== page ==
Brown, Warren Battle For The Union Vote

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Surrounded by police officers, U.S. Sen. Scott Brown speaks during a campaign event in Milford on Thursday. (Steven Senne/AP)
Surrounded by police officers, U.S. Sen. Scott Brown speaks during a campaign event in Milford on Thursday. (Steven Senne/AP)

On the eve of the final weekend before Election Day, both candidates for Massachusetts' U.S. Senate seat are going all out on the campaign trail.

And on the trail, both Republican incumbent U.S. Sen. Scott Brown and Democratic challenger Elizabeth Warren have been reaching out to unions.

Two years ago, Democratic nominee Martha Coakley showed that when you run for the U.S. Senate, it's not enough to get union endorsements. Most unions endorsed her, but an exit poll by the AFL-CIO found that 49 percent of the union rank and file voted for her opponent, Brown. Warren is working hard to make sure that doesn't happen again.

One argument she uses is that Brown has voted against creating union jobs. Here she is this fall addressing a huge room of union organizers and rank and file members in Dorchester:

The president proposed a jobs bill that would prevent the layoffs of teachers, of firefighters, of police officers, all over Massachusetts and all over the country. Scott Brown and every other Republican voted no.

And then a week after that, the president proposed another jobs bill that would have supported 11,000 jobs here in Massachusetts, mostly construction jobs, repairing our roads and bridges that need to be repaired. Scott Brown and every other Republican voted no.

Union workers listen to Elizabeth Warren at a lunch in Dorchester this fall. (Fred Thys/WBUR)
Union workers listen to Elizabeth Warren at a lunch in Dorchester this fall. (Fred Thys/WBUR)

Brown says he voted against the measures because they would have increased taxes. He addressed the issue recently at a pizzeria in North Andover:

So you think you have a jobs bill. You think, oh, my gosh, that's going to create jobs. It doesn't tell you that it's really a tax bill and it's going to tax $450 billion out of private sector and businesses like this to give to the federal government in an effort to increase government spending.

At Warren's union lunch, there was a big guy listening with rapt attention. He has "Pickup" tattooed in Gothic letters on his forearm. It's not because he drives a pickup; it's because that's his name: Ray Pickup. Warren is counting on people like Pickup to bring union workers around.

"She has no voting record yet, so you don't know how she's going to vote, but she's one of us," Pickup said. "You can look in her eyes and believe what she says, that she absolutely is one of us. She has kinda become kinda like 'Underdog' around here. She is standing up for the people. She is one of us."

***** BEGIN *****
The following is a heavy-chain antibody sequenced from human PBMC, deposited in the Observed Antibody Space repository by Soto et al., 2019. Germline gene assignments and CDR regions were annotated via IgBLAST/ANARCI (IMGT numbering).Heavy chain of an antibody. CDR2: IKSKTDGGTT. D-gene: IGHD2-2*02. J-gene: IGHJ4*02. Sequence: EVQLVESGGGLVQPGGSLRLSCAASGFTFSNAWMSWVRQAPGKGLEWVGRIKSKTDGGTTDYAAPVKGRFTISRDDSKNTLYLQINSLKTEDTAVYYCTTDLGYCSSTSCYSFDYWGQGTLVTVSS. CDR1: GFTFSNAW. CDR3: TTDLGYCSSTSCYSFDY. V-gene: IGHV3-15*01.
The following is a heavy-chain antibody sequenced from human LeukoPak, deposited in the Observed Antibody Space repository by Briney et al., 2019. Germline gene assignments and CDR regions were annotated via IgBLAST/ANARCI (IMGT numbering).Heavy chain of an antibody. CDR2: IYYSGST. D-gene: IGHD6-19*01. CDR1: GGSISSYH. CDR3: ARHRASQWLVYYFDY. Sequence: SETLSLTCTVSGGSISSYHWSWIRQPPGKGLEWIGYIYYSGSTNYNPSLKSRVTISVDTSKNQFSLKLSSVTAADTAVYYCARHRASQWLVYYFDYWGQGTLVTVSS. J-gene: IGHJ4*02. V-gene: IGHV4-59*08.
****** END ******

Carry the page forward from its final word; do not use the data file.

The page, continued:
"He's For Us" is the signature line of Brown's campaign. But Pickup doesn't buy it.

"He wants to be like one of us, and he will never be one of us, and he will never be one of us because he is not in the middle class," Pickup said. "He is not one of us."

But when Pickup tries to persuade people to vote for Warren, he comes up against Brown's argument.

"He sits there and says he's from Massachusetts, 'So vote for me. Elizabeth Warren is not from Massachusetts, so don't vote for her.' That was one little angle that a lot of people look at. She's not from Massachusetts, so she's not one of us."

Pickup, a glazier, doesn't buy it.

"I drive a pickup truck," he said. "No one's going to be fooled by the pickup truck and no one's going to be fooled by the Carhartt jacket, like everyone was before."

And Pickup feels that he has an easier time winning over people for Warren than he did two years ago for Coakley. "Scott Brown has voted against so many things that we stand by, and that's a track record now," he said.

One of Brown's former colleagues in the state Senate, Steve Tolman, is now the president of the Massachusetts AFL-CIO. At the Democratic National Convention, Tolman joked it's his job to talk to the white guys, to win them over for Warren. He wouldn't repeat that in a recent interview, but he did explain why he thinks Brown got the votes of so many union members two years ago:

Scott Brown, in his reelection to state Senate, was just endorsed by the state AFL-CIO, and during that time, he worked across the aisle with the Democrats. I was in there. I worked with Scott on several different issues. Scott never hid the fact at that point that he was a Republican and he was frankly pretty proud of the fact that he was a union member.

But Brown still has union support — in particular, many police unions. At an event in Milford Thursday, Brown was surrounded by police officers.

Among the people in the audience was Milford's police chief, Tom O'Loughlin, who is drawn to Brown not so much for his support for police officers as for his independence.

"I believe that he does come from the center, and that's where I come from," O'Loughlin said. "I'm not tied to any one philosophy or any one political approach — conservative when it comes to economic things, and then on social programs, I tend to lean where you help people as best you're able to. I believe that's where he comes from."

But it wasn't just police officers who were there. Hopkinton firefighter Caz Piorkowski also likes Brown.

"The independent voice, and just being able to use common sense when we make our decisions," Piorkowski said about why he likes Brown.

The Professional Fire Fighters of Massachusetts has endorsed Warren, but Piorkowski illustrates the challenge union leaders have in peeling rank and file union members away from Brown.

This program aired on November 2, 2012.

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Fred Thys Reporter
Fred Thys reported on politics and higher education for WBUR.



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